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Attorney: Charlotte Diocese List Not Complete


On Monday, the Charlotte Diocese release a list of 14 clergy credibly accused of sexually abusing children. It also released names of people who worked in the Charlotte Diocese but were credibly accused elsewhere, and names of clergy accused of sexual abuse when the region was covered by the Raleigh Diocese.

But, the list is not complete in the view of Seth Langson. He’s a Charlotte attorney who has represented victims in lawsuits against the Charlotte Diocese. Some of his clients sued priests who were on the list released yesterday. He joins us now.

Lisa Worf: Why do you believe the list is incomplete?

Seth Langson: Well, I know from my own personal investigation of one or more names that should be on that list that aren't on the list. That has nothing to do with what documents, confidential documents, are seen by the Diocese. I just know there was at least one other person that wasn't on the list.

Worf: And so how many names are we talking about, in your estimation?

Langson: I'm not certain. Terry McKiernan of Bishop Accountability, I think was quoted yesterday saying that even six or nine names that should have been on the list.

Worf: Have you spoken to any clients about the list that was released? And if so, what what do they have to say about it?

Langson: I haven't spoken to them since the list was released. I've spoken to them before about the issue. And your recent podcast (The List).

Worf: And what were their feelings about the release of this and their anticipation?

Langson: Oh, it was all like, "What took them so long? We're glad they're doing it." And, "I'll believe it when I see it." That sort of attitude.

Worf: Charlotte's Diocese now joins 146 others who have already released the list over the past several years, then.

Langson: They didn't take the longest time to release information, although the quality of the information they released is definitely in question, because you don't know who did the investigation, there was nothing about the investigation. I noticed when they interviewed Chancellor (Father Patrick Winslow) yesterday, he was very careful to say in answer to the question about, "Have you seen everything? Are you confident you've seen everything?" And he gave a very nuanced answer. He said, "I'm confident I've seen everything that we have." Well, the definition of what they have and what, let's say the lawyers have, might be different. It seemed to me that he was definitely hedging on his answer.

Worf: Were you contacted by anyone investigating clergy on behalf of the Diocese?

Langson: No. (laughing)

Worf: And why do you think that was?

Langson: What would I have to say to them? They haven't listened to me since I first got involved in the first cases against the Diocese back in 2008. So, no. They're very arrogant and they do what they want to do when they want to do it.

Worf: Now, the Diocese has set up a hotline for victims to call but you're urging people not to do so. How come?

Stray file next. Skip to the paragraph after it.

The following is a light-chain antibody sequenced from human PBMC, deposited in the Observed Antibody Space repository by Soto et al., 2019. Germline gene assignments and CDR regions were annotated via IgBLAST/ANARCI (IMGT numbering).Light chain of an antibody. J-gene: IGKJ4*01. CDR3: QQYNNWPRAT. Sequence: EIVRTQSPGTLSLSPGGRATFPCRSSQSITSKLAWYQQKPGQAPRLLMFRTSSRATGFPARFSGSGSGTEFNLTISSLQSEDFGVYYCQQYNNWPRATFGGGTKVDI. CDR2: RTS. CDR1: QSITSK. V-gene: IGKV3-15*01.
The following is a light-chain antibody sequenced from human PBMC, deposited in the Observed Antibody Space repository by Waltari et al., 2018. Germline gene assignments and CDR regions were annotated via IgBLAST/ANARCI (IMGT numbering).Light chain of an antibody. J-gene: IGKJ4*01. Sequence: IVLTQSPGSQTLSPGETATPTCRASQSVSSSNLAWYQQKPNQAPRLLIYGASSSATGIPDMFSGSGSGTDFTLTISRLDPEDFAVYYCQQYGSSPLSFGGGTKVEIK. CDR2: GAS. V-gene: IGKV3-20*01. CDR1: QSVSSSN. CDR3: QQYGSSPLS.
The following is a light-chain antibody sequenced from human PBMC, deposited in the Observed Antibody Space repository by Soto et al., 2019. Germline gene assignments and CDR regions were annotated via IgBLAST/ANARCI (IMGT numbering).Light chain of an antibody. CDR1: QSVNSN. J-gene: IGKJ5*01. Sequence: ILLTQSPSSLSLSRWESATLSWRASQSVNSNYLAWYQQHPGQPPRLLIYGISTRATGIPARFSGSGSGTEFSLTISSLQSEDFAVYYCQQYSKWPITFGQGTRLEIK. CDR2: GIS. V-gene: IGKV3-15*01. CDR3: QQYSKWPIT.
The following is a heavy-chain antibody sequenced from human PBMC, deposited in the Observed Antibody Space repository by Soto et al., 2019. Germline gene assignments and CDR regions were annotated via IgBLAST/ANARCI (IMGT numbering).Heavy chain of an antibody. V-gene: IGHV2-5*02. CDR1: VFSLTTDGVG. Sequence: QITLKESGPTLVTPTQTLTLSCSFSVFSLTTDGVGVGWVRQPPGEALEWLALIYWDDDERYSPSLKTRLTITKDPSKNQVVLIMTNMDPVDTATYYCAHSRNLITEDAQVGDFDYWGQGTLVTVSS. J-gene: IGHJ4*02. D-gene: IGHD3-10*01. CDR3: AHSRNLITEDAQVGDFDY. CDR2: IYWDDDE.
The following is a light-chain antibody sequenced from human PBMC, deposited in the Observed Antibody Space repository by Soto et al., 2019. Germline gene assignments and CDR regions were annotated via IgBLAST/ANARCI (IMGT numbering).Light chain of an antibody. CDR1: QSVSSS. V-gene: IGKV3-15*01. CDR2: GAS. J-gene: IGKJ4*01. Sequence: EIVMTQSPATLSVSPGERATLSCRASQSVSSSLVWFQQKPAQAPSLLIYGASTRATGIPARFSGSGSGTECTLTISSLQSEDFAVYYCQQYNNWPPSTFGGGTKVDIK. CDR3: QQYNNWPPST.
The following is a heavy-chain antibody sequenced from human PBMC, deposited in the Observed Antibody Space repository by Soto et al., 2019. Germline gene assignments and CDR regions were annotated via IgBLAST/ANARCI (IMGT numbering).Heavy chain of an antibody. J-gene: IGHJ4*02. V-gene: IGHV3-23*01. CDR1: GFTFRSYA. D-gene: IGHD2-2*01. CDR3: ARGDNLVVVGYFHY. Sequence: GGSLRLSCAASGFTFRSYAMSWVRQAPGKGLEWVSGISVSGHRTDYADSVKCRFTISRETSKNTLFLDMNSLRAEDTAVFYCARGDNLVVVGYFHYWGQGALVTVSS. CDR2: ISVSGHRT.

Langson: Because they're not the ones that should be investigating. The investigation should be by the police, regarding the laws and the SAFE Child Act. That's who needs to investigate. It's not like, you know, if I get charged with a crime, I then pick my family as the jurors and the judge. That doesn't happen. Now the Diocese hasn't been charged with the crime. But, it's the same idea.

Worf: And that SAFE Child Act extends the time that survivors, as adults, can lodge lawsuits?

Langson: Yeah. One, it creates a window, which is a two-year period from now, basically when the bill got passed, in which anyone who is sexually abused as a child can bring a case -- regardless of how old it was without worrying about the statute of limitations. So it's something that survivors have wanted in every state has done it. It's always been in front of litigation. There have been claims made as a result of it in any state that has created such an act.

Worf: Any other reaction to the list that's important that we know?

Langson: Well, I've long had the question: OK, we so we have this big list. Why isn't anyone making any connections of looking into the priests, even if they were deceased? See who was the Bishop or Chancellor back at the time? Because I think the bishops and chancellors are the ones responsible for those decisions at the highest levels. That's the way the priests get transferred when they know priests have been abusers. And I would encourage the district attorney's office to start an investigation like we've done many other states and many other cities.

I don't know if they committed crimes. That's not for me to say. But I think it's worth investigation.

Worf: That's Charlotte attorney Seth Langson, who's represented victims in lawsuits against the Charlotte Diocese. Mr. Langson, thank you.

Lisa Worf traded the Midwest for Charlotte in 2006 to take a job at WFAE. She worked with public TV in Detroit and taught English in Austria before making her way to radio. Lisa graduated from University of Chicago with a bachelor’s degree in English.